Today I offer articles that highlight the serious nature of the Wuhan virus, lest we forget that the risks we need to manage are very real risks.
The first is from The Atlantic:
COVID-19 is proving to be a disease of the immune system. This could, in theory, be controlled.
The article does get into a fair amount of detail about the more technical medical aspects of the fight against the virus. Here I want to use the more anecdotal, impressionistic, general excerpts to lead you to read the rest. To begin with, the author offers a personal account to remind us that "recovery" from COVID-19 is neither smooth nor rapid--because this isn't just an ordinary disease:
The COVID-19 crash comes suddenly. In early March, the 37-year-old writer F. T. Kola began to feel mildly ill, with a fever and body aches. To be safe, she isolated herself at home in San Francisco. Life continued apace for a week, until one day she tried to load her dishwasher and felt strangely exhausted.
Her doctor recommended that she go to Stanford University’s drive-through coronavirus testing site. “I remember waiting in my car, and the doctors in their intense [protective equipment] coming towards me like a scene out of Contagion,” she told me when we spoke for The Atlantic’s podcast Social Distance. “I felt like I was a biohazard—and I was.” The doctors stuck a long swab into the back of her nose and sent her home to await results.
Lying in bed that night, she began to shake, overtaken by the most intense chills of her life. “My teeth were chattering so hard that I was really afraid they would break,” she said. Then she started to hallucinate. “I thought I was holding a very big spoon for some reason, and I kept thinking, Where am I going to put my spoon down?”
An ambulance raced her to the hospital, where she spent three days in the ICU, before being moved to a newly created coronavirus-only ward. Sometimes she barely felt sick at all, and other times she felt on the verge of death. But after two weeks in the hospital, she walked out.
Three days in the ICU and then two weeks in the hospital in a special ward--that's a lot of medical resources for one person. So far California seems able to handle the level of disease that they're experiencing, but we do well to bear in mind the intensity of care and the level of resources that are demanded to fight this virus. This is a major reason behind social distancing--to prevent an unmanageable flood of cases. This is what modifications of our risk management strategy have to take into account.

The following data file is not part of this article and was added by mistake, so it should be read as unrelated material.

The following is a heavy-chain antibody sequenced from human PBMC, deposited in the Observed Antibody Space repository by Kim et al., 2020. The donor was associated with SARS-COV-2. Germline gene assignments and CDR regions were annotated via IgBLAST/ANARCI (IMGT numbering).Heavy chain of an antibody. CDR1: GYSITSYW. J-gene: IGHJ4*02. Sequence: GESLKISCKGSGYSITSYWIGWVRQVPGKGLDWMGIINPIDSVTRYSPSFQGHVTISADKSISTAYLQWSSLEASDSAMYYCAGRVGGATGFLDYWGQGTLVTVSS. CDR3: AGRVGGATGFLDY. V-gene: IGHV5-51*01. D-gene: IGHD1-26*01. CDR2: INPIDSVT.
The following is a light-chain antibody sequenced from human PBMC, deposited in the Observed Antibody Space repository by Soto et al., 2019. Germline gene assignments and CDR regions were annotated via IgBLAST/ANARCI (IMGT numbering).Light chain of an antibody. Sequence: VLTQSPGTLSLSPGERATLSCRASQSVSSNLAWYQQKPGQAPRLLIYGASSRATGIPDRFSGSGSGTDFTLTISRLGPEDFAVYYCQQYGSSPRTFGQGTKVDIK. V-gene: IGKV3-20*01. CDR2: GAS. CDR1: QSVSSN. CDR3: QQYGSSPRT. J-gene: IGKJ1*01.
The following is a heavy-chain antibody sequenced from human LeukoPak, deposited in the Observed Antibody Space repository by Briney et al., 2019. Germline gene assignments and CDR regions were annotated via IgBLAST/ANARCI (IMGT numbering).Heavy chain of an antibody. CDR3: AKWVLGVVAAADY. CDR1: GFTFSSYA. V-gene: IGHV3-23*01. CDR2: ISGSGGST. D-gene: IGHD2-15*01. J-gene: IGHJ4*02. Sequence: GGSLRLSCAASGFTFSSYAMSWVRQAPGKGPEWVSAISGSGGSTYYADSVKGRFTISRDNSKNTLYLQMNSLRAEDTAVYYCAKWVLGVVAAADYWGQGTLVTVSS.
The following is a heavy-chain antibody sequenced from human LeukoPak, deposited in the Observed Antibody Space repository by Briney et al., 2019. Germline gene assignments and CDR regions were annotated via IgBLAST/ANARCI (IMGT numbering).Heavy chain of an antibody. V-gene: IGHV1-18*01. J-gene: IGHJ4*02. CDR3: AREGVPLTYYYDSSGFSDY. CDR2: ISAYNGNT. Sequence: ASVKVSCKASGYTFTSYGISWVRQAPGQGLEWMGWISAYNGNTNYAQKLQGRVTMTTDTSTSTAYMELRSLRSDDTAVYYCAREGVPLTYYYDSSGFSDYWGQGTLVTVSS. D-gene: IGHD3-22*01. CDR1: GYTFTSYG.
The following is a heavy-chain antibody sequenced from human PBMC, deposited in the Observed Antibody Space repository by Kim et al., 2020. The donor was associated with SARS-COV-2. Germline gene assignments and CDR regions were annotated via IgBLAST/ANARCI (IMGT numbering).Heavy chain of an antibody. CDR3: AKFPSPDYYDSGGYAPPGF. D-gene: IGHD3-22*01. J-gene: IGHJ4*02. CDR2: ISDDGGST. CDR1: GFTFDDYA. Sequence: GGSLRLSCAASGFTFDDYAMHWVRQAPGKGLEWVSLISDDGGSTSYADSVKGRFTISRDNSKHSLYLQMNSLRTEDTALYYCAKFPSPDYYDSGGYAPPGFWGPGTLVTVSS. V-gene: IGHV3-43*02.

COVID-19 is, in many ways, proving to be a disease of uncertainty. According to a new study from Italy, some 43 percent of people with the virus have no symptoms. Among those who do develop symptoms, it is common to feel sick in uncomfortable but familiar ways—congestion, fever, aches, and general malaise. Many people start to feel a little bit better. Then, for many, comes a dramatic tipping point. “Some people really fall off the cliff, and we don’t have good predictors of who it’s going to happen to,” Stephen Thomas, the chair of infectious diseases at Upstate University Hospital, told me. Those people will become short of breath, their heart racing and mind detached from reality. They experience organ failure and spend weeks in the ICU, if they survive at all.
Meanwhile, many others simply keep feeling better and eventually totally recover. ...
For those affected, it's really serious. Low percentages don't tell the real story. Very low percentages can still overwhelm a health care system if the cases occur rapidly enough.
“There’s a big difference in how people handle this virus,” says Robert Murphy, a professor of medicine ... None of this variability really fits with any other diseases we’re used to dealing with.”
... As Murphy puts it, when doctors see this sort of variation in disease severity, “that’s not the virus; that’s the host.” Since the beginning of the pandemic, people around the world have heard the message that older and chronically ill people are most likely to die from COVID-19. But that is far from a complete picture of who is at risk of life-threatening disease. Understanding exactly how and why some people get so sick while others feel almost nothing will be the key to treatment.
At this point the author gets into the meat of the article--how COVID-19 is a disease of the immune system that is still not understood but which attacks multiple organs. He also gets into the tradeoffs that some promising--or simply available--treatments involve. I highly recommend the entire article.
Again, the question is how to manage these risks:
The fight against the coronavirus won’t be over when the U.S. reopens. Here’s how the nation must prepare itself.
Note that the author isn't arguing against reopening. He's arguing against complacency and in favor of targeted risk management: